In The Beginning...
Following the American Revolution, large land holdings of British sympathizers were broken into individually owned farms, and villages were established to bind their population into communities. The villages of Shrub Oak, Mohegan Lake, Jefferson Valley and Yorktown Heights were incorporated in the Town of Yorktown in 1788. There were only a dozen or so Catholics in the area and in time their needs were met by priests coming from Assumption Parish in Peekskill (established in 1850) to celebrate Sunday Mass in private homes. A storefront church was established in Mahopac in 1889 and occasionally visiting priests from Mt. Kisco said Mass in private homes, a rented room in the Whitney House across from the railroad station, and at Conklin's Boarding House, now under the Croton Reservoir!
St. Peter's Church
The Catholics of Shrub Oak and Yorktown welcomed their first pastor, Fr. John McEvoy, in 1896. He traveled the area on horseback with a growing sense of the need for a church in Yorktown. This became a reality when he purchased land in 1897 and oversaw the building of a small wooden church. In 1898 the Archdiocese of New York established the parish as St. Peter's . Its first house of worship was the modest wooden structure that cost $1200 and stood on the present site of the Rexall Drugstore in Yorktown Heights. Under its first pastor, Fr. John McEvoy, it served the handful of Catholics then registered.
Fr. William Connolly became pastor in 1904 and realized that, as the population grew due to the improved roads, expanding industry and an increasing number of vacationers, the storefront in Mahopac was most inadequate. With a $10,000 gift from Aimee LaFarge Heins, widow of a well-known church architect, a Norman-style stone church was built on what is now Route 6 and was named St. George's (after her husband), thus providing two sturdy churches for the Catholics of the area.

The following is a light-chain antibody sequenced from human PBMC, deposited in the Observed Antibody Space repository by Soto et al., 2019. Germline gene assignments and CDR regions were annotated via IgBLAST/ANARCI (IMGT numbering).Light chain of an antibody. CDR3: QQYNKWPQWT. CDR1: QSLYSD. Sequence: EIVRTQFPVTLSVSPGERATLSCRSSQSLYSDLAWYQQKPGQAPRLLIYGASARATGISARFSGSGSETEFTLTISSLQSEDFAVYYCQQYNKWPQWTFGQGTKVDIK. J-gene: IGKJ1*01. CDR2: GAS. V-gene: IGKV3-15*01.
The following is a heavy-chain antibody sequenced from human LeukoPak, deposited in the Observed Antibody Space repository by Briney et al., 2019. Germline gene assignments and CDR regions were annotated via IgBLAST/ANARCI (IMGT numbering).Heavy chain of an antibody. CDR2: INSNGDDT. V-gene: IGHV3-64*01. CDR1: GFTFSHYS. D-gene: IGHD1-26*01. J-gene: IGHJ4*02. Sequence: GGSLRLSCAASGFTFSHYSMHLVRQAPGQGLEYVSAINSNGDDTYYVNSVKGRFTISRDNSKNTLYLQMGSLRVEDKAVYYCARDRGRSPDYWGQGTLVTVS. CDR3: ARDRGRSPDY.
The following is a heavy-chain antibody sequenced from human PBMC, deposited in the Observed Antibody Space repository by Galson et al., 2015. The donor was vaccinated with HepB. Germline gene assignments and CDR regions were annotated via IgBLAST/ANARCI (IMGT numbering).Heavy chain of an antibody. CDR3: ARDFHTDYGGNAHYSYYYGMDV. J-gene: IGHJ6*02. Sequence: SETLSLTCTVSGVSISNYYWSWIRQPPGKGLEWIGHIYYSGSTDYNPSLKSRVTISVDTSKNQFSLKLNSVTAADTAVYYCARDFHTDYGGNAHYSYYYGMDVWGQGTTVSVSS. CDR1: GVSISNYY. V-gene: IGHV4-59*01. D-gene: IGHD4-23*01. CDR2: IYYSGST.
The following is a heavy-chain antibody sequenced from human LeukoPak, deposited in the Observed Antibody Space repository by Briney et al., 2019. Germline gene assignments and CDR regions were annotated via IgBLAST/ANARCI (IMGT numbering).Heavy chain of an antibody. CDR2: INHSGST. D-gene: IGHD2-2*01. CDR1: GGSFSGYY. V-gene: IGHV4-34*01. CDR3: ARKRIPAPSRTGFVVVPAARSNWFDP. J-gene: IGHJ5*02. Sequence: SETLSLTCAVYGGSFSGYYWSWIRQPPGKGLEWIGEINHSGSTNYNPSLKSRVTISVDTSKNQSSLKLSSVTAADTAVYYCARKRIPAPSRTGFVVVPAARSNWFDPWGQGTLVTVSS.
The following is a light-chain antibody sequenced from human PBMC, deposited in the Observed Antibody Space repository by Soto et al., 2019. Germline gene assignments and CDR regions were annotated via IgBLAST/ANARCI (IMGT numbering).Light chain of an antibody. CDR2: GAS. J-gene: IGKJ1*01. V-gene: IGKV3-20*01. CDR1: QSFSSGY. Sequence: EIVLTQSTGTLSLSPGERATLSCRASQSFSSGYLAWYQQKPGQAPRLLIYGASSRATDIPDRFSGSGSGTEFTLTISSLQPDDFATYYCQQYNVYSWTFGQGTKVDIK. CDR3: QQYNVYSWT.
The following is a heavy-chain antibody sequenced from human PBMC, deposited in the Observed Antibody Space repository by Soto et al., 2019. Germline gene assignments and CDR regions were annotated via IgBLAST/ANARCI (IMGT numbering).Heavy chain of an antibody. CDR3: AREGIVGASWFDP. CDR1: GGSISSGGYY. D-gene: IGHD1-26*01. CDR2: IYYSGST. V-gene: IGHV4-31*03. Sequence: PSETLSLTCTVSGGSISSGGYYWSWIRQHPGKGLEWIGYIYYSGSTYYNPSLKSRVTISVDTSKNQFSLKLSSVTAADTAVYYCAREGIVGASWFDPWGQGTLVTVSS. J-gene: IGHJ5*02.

The area grew in population under the next three pastors, Fr. Michael Walsh (1916-1920), Fr. Francis Kinery(1920-24) and Fr. William Ryder (1924-27), and then Fr. Patrick O'Leary arrived in 1927. Still without a rectory, he lived with the Wisey Family using St. George's as the main church and St. Peter's as a mission. However, in light of the continuing population growth, this was soon reversed and Fr. O'Leary planned construction of a new stone church in Yorktown Heights.
St. Patrick's Church
In spite of the Depression following the 1929 Stock Market crash, he purchased land at the corner of Church Place and Hanover Street in 1932, and demolished the no longer used Yorktown grammar school that was standing there. With the determination and sacrifice of the 850 Catholics now in the area, the new church, cloister walk and rectory were completed a year later in 1933. At the dedication, Patrick Cardinal Hayes described the new complex as "the most beautiful rural church in the archdiocese" and, on the spot, changed its name from St. Peter's to St. Patrick's. Whether it was in honor of the patron saint of the archdiocese, the pastor, or himself, no one knows, but the parish history has been a glorious one ever since!
(It is interesting to note that in response to those who objected to the "Irish look of the place," Fr. O'Leary built another church, this one in Putnam Valley, after the fashion of an American Indian longhouse with all interior appointments to match the style. When it was opened, he was reported to have stated, "You want an American Church, there's your American church!" It is now the Church of the North American Martyrs, a mission of St. Columbanus in Cortlandt Manor.)